I have a main signal, for example sinus with period of 200 samples.

I would like to add a noise to this signal. The periods of "noise signal parts" should be in range for example 5-30 samples.

I thought that will be enough to generate multiple sinuses in this range with different randomly chosen amplitudes:

noise = np.sin(np.array(range(N))/0.7)*np.random.random(1) + np.sin(np.array(range(N))/1.1)*np.random.random(1) + np.sin(np.array(range(N))/1.5)*np.random.random(1) 

But this solution is still too much "deterministic" for my purpose.

How could I generate noise with randomly changing amplitude and period?

  • 1
    A typical approach would be to generate some white noise (e.g. using np.random.randn), then bandpass filter it in order to give it the desired frequency characteristics before adding it to your signal.
    – ali_m
    Nov 26, 2015 at 19:12
  • @ali_m Yes, that is typical and completely correct approach. You are right. But I would like to avoid filtering if possible. So solution I want should be something simple like I suggest, but with better result (less deterministic).
    – matousc
    Nov 27, 2015 at 8:41
  • Why do you want to "avoid filtering"?
    – ali_m
    Nov 27, 2015 at 8:51
  • @ali_m I want to use this noise to test a filter. According to my experience, filters do not remove all noise out of bandpass, or it delay the data, or it also suppress the frequencies around the bandpass border. Maybe I am wrong, but I believe that for relatively short data I will get cleaner result with some "cheating solution" than with proper filtering.
    – matousc
    Nov 27, 2015 at 9:02
  • I'm only talking about bandpass filtering the noise before you add it to your signal, so I don't see how phase shift could possibly be an issue. Your main concern seems to be that the noise will leak out into other spectral bands, but that really just depends on selecting an appropriate bandpass filter. If you want to generate something resembling band-limited white noise using individual random sinusoids then in you would need a lot of sinusoids (in principle, an infinite number of them). It would help if you could explain your exact needs in your question.
    – ali_m
    Nov 27, 2015 at 9:27

3 Answers 3


In MathWorks' File Exchange: fftnoise - generate noise with a specified power spectrum you find matlab code from Aslak Grinsted, creating noise with a specified power spectrum. It can easily be ported to python:

def fftnoise(f):
    f = np.array(f, dtype='complex')
    Np = (len(f) - 1) // 2
    phases = np.random.rand(Np) * 2 * np.pi
    phases = np.cos(phases) + 1j * np.sin(phases)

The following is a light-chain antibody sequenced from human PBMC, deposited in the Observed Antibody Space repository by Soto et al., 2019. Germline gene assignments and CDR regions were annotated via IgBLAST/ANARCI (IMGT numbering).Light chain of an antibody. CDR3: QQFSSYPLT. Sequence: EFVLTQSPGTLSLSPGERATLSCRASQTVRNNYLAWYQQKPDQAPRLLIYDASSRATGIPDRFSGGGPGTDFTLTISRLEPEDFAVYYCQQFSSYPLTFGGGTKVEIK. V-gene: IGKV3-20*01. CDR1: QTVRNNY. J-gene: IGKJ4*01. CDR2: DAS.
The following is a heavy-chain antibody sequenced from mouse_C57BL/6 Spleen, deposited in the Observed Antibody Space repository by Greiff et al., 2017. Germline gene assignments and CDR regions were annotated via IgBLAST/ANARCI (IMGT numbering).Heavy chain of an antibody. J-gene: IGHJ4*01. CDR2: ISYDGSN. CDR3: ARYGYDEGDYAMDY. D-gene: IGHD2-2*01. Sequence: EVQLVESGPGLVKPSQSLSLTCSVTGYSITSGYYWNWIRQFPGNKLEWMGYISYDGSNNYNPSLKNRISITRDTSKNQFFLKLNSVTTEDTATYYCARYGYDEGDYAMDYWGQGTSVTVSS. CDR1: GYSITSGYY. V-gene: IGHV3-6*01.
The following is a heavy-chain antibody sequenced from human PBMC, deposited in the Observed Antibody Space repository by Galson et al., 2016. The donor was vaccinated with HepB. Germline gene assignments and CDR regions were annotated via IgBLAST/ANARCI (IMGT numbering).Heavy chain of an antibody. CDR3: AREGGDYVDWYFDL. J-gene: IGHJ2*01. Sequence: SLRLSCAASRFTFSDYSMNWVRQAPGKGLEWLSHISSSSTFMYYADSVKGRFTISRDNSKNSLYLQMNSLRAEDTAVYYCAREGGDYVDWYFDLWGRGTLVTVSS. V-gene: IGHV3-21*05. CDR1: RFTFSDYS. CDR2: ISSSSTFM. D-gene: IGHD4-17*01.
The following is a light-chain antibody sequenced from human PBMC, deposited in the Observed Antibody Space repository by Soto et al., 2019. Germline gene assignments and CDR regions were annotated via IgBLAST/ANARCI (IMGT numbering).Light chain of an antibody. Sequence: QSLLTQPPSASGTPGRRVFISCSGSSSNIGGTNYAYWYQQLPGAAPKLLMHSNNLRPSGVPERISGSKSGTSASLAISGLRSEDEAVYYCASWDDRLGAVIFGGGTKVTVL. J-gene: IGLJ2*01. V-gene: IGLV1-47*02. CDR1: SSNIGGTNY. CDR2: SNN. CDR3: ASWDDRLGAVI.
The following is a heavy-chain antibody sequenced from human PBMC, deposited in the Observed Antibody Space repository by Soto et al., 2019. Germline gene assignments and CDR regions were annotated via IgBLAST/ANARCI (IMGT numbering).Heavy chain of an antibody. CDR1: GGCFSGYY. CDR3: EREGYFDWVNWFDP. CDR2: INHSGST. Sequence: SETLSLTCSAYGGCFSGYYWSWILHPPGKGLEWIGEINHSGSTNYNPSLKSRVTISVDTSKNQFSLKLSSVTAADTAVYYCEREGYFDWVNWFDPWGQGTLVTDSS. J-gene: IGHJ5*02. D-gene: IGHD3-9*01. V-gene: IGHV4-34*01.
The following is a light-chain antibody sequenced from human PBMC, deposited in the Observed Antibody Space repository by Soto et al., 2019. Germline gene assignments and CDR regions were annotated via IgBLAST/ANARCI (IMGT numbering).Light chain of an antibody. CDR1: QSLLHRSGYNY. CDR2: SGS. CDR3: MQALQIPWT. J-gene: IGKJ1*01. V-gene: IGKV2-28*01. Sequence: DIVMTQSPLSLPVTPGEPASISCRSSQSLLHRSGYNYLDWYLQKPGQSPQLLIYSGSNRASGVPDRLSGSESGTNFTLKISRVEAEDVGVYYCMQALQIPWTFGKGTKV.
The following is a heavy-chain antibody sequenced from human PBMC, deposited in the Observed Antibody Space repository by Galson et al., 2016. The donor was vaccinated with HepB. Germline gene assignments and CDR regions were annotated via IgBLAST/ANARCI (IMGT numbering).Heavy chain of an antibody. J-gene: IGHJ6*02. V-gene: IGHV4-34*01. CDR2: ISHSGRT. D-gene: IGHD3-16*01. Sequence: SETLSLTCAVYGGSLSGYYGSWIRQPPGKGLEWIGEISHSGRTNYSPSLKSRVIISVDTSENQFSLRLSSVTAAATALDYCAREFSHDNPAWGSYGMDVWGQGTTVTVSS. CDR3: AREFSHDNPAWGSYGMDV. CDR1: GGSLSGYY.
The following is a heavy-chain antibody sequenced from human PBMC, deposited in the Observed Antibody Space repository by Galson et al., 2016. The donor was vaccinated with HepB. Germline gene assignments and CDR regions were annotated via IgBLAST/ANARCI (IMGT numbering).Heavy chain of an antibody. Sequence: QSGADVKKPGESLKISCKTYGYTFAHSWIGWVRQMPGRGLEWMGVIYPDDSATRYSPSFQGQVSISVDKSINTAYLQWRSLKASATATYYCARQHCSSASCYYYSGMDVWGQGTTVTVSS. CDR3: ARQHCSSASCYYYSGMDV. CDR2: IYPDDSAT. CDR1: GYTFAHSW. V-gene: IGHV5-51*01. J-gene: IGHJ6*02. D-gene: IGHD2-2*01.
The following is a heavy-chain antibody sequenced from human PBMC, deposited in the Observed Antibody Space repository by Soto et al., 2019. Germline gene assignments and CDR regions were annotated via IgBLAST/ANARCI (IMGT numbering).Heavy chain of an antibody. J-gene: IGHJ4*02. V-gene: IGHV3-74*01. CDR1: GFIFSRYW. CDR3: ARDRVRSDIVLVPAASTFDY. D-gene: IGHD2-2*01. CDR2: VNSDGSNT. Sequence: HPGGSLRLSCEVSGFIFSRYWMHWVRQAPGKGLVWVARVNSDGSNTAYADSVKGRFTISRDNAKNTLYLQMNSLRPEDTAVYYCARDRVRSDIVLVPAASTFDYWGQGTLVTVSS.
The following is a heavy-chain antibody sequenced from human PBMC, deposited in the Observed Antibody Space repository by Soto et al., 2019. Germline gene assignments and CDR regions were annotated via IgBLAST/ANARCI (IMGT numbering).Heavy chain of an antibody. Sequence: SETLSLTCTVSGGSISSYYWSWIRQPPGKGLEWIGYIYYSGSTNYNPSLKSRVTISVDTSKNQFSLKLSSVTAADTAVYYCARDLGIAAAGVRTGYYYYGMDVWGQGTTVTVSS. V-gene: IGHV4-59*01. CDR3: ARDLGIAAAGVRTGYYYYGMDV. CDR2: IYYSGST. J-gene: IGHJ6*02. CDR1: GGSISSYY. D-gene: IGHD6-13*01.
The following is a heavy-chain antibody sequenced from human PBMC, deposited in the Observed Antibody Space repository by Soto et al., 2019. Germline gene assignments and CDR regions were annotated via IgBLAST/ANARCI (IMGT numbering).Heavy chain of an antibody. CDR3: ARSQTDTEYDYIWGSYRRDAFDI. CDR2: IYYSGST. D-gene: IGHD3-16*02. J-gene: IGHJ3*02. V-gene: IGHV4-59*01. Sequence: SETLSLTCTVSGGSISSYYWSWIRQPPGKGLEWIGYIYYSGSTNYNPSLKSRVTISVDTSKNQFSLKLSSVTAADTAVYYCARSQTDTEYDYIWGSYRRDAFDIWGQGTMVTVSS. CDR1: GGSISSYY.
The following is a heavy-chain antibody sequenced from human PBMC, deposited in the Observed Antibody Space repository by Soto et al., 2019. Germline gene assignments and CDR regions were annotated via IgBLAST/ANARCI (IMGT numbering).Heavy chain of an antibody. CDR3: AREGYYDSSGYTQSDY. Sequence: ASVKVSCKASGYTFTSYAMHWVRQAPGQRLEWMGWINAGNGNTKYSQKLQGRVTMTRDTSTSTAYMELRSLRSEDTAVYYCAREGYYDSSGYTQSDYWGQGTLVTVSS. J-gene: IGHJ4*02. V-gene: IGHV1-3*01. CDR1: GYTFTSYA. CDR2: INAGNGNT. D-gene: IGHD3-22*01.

f[1:Np+1] *= phases
    f[-1:-1-Np:-1] = np.conj(f[1:Np+1])
    return np.fft.ifft(f).real

You can use it for your case like this:

def band_limited_noise(min_freq, max_freq, samples=1024, samplerate=1):
    freqs = np.abs(np.fft.fftfreq(samples, 1/samplerate))
    f = np.zeros(samples)
    idx = np.where(np.logical_and(freqs>=min_freq, freqs<=max_freq))[0]
    f[idx] = 1
    return fftnoise(f)

Seems to work as far as I see. For listening to your freshly created noise:

from scipy.io import wavfile

x = band_limited_noise(200, 2000, 44100, 44100)
x = np.int16(x * (2**15 - 1))
wavfile.write("test.wav", 44100, x)

Instead of using multiple sinuses with different amplitudes, you should use them with random phases:

import numpy as np
from functools import reduce

def band_limited_noise(min_freq, max_freq, samples=44100, samplerate=44100):
    t = np.linspace(0, samples/samplerate, samples)
    freqs = np.arange(min_freq, max_freq+1, samples/samplerate)
    phases = np.random.rand(len(freqs))*2*np.pi
    signals = [np.sin(2*np.pi*freq*t + phase) for freq,phase in zip(freqs,phases)]
    signal = reduce(lambda a,b: a+b,signals)
    signal /= np.max(signal)
    return signal

Background: White noise means that the power spectrum contains every frequency, so if you want band limited noise you can add together every frequency within the band. The noisy part comes from the random phase. Because DFT is discrete, you only need to consider the discrete frequencies that actually occur given a sampling rate.


Producing full spectrum white noise and then filtering it is like you want to paint a wall of your house white, so you decide to paint the whole house white and then paint back all house except the wall. Is idiotic. (But has sense in electronics).

I made a small C program that can generate white noise at any frequency and any bandwidth (let's say at 16kHz central frequency and 2 kHz "wide"). No filtering involved.

What I did is simple: inside the main (infinite) loop I generate a sinusoid at center frequency +/- a random number between -half bandwidth and +halfbandwidth, then I keep that frequency for an arbitrary number of samples (granularity) and this is the result:

White noise 2kHz wide at 16kHz center frequency

White noise 2kHz wide at 16kHz center frequency

Pseudo code:

while (true)

    f = center frequency
    r = random number between -half of bandwidth and + half of bandwidth

<secondary loop (for managing "granularity")>

    for x = 0 to 8 (or 16 or 32....)


        [generate sine Nth value at frequency f+r]

        output = generated Nth value


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